Rather, he said, “compliance folks should be there from the beginning asking questions such as, ‘Does this meet the law? Is this fair? What are the possible bad experiences and how should we guard against them?’ That’s all part of the product development process.”
Silberman made his comments at the recent BAI Retail Delivery conference in a presentation entitled “Product Development in an Era of Regulation” moderated by Oliver Wyman partner John Colas, who asked Silberman how retail banking products would be regulated by the CFPB. “All of the bankers here are really interested in understanding the likely evolution and direction of the CFPB, what will be the practices of the CFPB and how banks can most constructively engage in building productive dialogue and ongoing relationships with the CFPB,” Colas remarked to the attendees.
Selling to Your Mother
Silberman, not surprisingly, prefaced his remarks with numerous disclaimers since the CFPB began operations on July 21 and still lacks a director. “A lot of the effort, right now, is to continue to build the organization. We’ve been working on that for the past year and it’s very much a work in progress,” he said.
Nevertheless, Silberman was able to give his audience some general guidance on what to expect from the CFPB going forward. When it comes to developing new retail banking products, which now comes under the CFPB’s authority, Silberman said that internal compliance experts, as previously noted, need to be brought into the process early on. In a broader sense, he added, “We would expect that the questions that are being asked are ultimately questions like, ‘Is this a product that I would be comfortable selling to my mother? Are these marketing materials clear enough that I would be happy giving them to my cousin so he could understand it?’ It’s those kinds of questions that are front and center in the product development process.”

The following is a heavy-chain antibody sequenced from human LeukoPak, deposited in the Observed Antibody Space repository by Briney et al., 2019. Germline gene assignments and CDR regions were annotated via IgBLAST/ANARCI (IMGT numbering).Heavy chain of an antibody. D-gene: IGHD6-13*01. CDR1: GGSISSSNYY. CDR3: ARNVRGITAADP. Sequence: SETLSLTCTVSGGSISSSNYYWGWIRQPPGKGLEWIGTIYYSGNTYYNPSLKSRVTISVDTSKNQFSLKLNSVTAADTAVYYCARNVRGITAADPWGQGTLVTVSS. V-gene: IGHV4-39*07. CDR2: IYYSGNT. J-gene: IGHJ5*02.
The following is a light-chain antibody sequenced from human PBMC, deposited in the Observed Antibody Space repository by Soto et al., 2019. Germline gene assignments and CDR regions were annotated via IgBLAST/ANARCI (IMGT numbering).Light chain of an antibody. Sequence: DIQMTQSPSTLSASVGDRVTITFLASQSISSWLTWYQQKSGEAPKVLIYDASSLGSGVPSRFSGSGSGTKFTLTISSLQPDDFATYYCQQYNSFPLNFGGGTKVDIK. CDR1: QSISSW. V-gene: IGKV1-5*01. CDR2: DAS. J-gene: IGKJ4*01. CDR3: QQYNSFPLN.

An attendee asked Silberman how banks should “involve the agency early on, to get insight into how we design products and to make sure we’re compliant.” The regulator responded that he wasn’t sure he could provide a clear answer yet. “There will be, for each bank, an examiner in charge and I think the process will be to engage that examiner in the first instance,” he said. “I don’t know that we’d be able to give advisory opinions but we can certainly provide insight into what we understand the current regulations to provide for.”
As for general guidance on product marketing, Silberman said the agency was looking for “fee transparency” and “readable disclosures.” He said the goal “would be to have disclosures that make it easy for consumers to compare from provider to provider and determine what’s best for them.” He conceded that it will be difficult to get providers to compare their products on an apples-to-apples basis because of the different terminology used by different banks.
“That’s an important role for us to play – to try and create some standardized template from which comparisons are facilitated,” he said.
Silberman also acknowledged that the CFPB could only go so far in facilitating consumer disclosure. “Then it’s up to consumers to actually read the material you gave them and make their own decisions,” he said. “We can’t do more than make sure that the information is available in a readily understandable, digestible format.”
In response to a question, Silberman did assure the attendees that the CFPB would “not be setting prices” for banking products. “Banks will be able to create products to meet specific consumer needs,” he said.
When Colas asked what banks should do to “enjoy a constructive and productive working relationship” with his agency, Silberman cited the need for a relationship “founded in mutual respect and honesty.”
“We’re very conscious that we’re not playing ‘gotcha,’” he said. “This is not about seeing banks as our enemies or adversaries. What we’re doing is to be helpful for financial services providers, to create the rules of the road that everybody plays by and avoid the kinds of situations where folks are forced to do things they’d really rather not do because that’s where the market has driven them.”
“Obviously, the more proactive a bank is staying abreast of the law, monitoring their own compliance, monitoring the compliance of third parties to whom they contract out services and responding to complaints, the less work there will be for us to do.”
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